Moving forward, I have plans to start another blog. Or two. Maybe even another blog about money. I feel called to write. Something moves me to do so, and for some reason people find they can relate to my voice. I can't explain it, but it's true. And so long as it remains true, I think I'm meant to keep writing, to continue sharing what I learn with people like you.

That's enough reminiscing for one day. How about you? How many jobs have you worked in your life? Which was your favorite and why? What do you hope to be doing ten years from now?

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Cassia
Cassia
12 years ago

Oh boy! I’ve had so many jobs it’s ridiculous. In brief, since I was 12 I’ve babysat, worked at the local library as a page (re-shelving books as they came in) for $4.00/hour (minimum wage), worked lots of retail, worked at a daycare, worked at a Pizza Hut as a cook (we affectionately called it Pizza Rut), have done direct care for both mentally and physically handicapped adult males and on a Geriatric Psych floor in a hospital (both of which were stressful and depressing), cashiering at a health food store, secretarial work and am now back in retail selling… Read more »

Stefe
Stefe
12 years ago

I worked as a vet asst,waited tables (great money), bartended (better money), was an 800 operator (Grrr),cleaned toliets (YUK), and now work in the automotive industry. The latest has paid the most, been the hottest, coldest, dirtiest, and by far the best. Really the biggest downer is that I will lose it in a year or two from now. It is also an industry that has taught me the most and allowed me to further my education to a BS. Thanks for sharing!

Aaron
Aaron
12 years ago

Good stuff. Reminded me of some of my classics too. In particular, I detassled corn for two weeks. Wasn’t exactly for me. Riding the bus (unpaid) for nearly 3.5 hours a day to get back and forth for dirt wages wasn’t much motivation.

Right after high school I spent another two week stint working for the state. Another minimum wage job that culminated at a hot summer day scrapping dear guts from the road. Yummy.

A. Dawn
A. Dawn
12 years ago

Since you mentioned, do you plan to write a book in the near future? Would it be a personal finance or a sci-fi? It would be interesting to see you write a sci-fi.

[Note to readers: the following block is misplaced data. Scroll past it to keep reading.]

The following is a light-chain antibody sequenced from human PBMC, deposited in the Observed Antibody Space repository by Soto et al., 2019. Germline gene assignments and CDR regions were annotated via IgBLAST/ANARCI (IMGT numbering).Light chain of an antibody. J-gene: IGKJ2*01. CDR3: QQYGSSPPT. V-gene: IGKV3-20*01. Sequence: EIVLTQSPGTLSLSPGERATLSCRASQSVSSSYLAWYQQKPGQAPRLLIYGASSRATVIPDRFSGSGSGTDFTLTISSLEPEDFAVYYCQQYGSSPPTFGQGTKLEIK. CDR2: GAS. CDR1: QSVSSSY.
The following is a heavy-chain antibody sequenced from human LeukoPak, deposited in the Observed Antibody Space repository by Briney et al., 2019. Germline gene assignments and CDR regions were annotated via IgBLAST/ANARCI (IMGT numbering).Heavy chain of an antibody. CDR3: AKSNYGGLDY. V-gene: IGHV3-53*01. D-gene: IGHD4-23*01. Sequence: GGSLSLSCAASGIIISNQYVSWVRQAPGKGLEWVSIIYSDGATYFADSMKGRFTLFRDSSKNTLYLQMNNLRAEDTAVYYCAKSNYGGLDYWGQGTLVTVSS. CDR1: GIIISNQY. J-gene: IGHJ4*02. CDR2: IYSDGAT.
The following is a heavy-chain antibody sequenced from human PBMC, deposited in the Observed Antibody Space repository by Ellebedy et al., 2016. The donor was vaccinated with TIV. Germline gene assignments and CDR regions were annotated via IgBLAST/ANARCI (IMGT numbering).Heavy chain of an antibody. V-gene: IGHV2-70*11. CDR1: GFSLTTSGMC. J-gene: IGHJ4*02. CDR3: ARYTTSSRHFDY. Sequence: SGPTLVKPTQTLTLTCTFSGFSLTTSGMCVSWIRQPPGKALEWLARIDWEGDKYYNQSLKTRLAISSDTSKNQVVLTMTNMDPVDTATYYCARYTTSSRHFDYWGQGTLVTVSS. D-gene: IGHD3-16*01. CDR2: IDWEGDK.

Cheers,
A Dawn
http://www.adawnjournal.com

Jay
Jay
12 years ago

The best job of all time wasn’t a job so much as it was a part of my job. During high school I worked at the local Home Depot in the out door section where they sell mulch and trees. It was fun to get some fresh air, drive a fork lift, and pall around with the rest of my friends. But then one day it came. Demolition day. As I’m sure everyone has been in a home improvement store at one point it time, you know of the miniature kitchen and bath setups in the store. These are actually… Read more »

J.D.
J.D.
12 years ago

@Aaron
De-tassled corn? Oh my word. That must have been awful. Farm work is like no other. Whenever I think of the jobs we used to do (and I didn’t list all the one-off things like hauling hay or cleaning out barns or planting seedlings in the greenhouse), I’m reminded of my favorite scene from Napoleon Dynamite.

Karl Staib - Your Career Happiness
Karl Staib - Your Career Happiness
12 years ago

My best job was picking wild mushrooms, called Chanterelles, and selling them to fine dining restaurants. They only grow in a hot and humid climate, so climbing the hills and carrying a heavy bucket wasn’t easy, but decisions were all up to me. It’s why I created my blog, to help launch my own business. I’m still a few years away, but I’m never giving up. It’s all about working happy.

EscapeVelocity
EscapeVelocity
12 years ago

Babysitting ($1 an hour, $0.75 if it was just one kid), delivering the afternoon paper, punching cards, proctoring exams, filing, being a teaching assistant, teaching, reading reports and doing miscellaneous paperwork for a grant program, web development, translation, teaching German. The translating and teaching have been the most interesting work, and the second boss I had at the grant program is the best boss I’ve ever had and that job wasn’t too bad. On the whole, though, I would say that the most rewarding experiences in my life have never involved getting paid. In ten years I would like to… Read more »

Shirley
Shirley
12 years ago

Babysitting, prep cook and weekend breakfast and lunch cook at the FBI Academy (yes, I can crack two eggs at a time, one in each hand, to fill a huge wheeled pot–it held dozens of eggs … one day a wheel got caught going into the walk-in and I came very close to losing all of my hard work), front desk clerk, waitress, retail sales person (lasted two weeks), receptionist and tour guide for a model home (I could quote all the specs easily), elementary school teacher (I still miss the kids, but not anything else), technical writer/editor, and quality… Read more »

Tony Dobson
Tony Dobson
12 years ago

Maybe this is looking back with false memories, but I never considered New Order to be all that angst-ridden.

That being said, the unintentional comedy of John Barnes rapping on “World In Motion” probably never made it Stateside. 🙁

The people with the worst job at school were those who manned fresh fish counters in supermarkets. I’ll never forget them complaining about the smell lingering on them all week, then just about leaving them before they went back to the counter the next weekend.

Abby
Abby
12 years ago

Eesh, memories! I was allowed to start babysitting when I was 12. I think I charged $3/hr and $1 extra per kid. Something crazy. My mom gets more than $10 when she babysits. Quite a bit more, I’m sure, as a lot of parents just toss cash at her gratefully after a good night out. When I was 14, I was a receptionist at a hair salon. Learned some useful tips about hairstyles (I always try to bring in a picture and talk to the stylist about my particulars — curl, thickness, face shape — to help figure out how… Read more »

Another Ed
Another Ed
12 years ago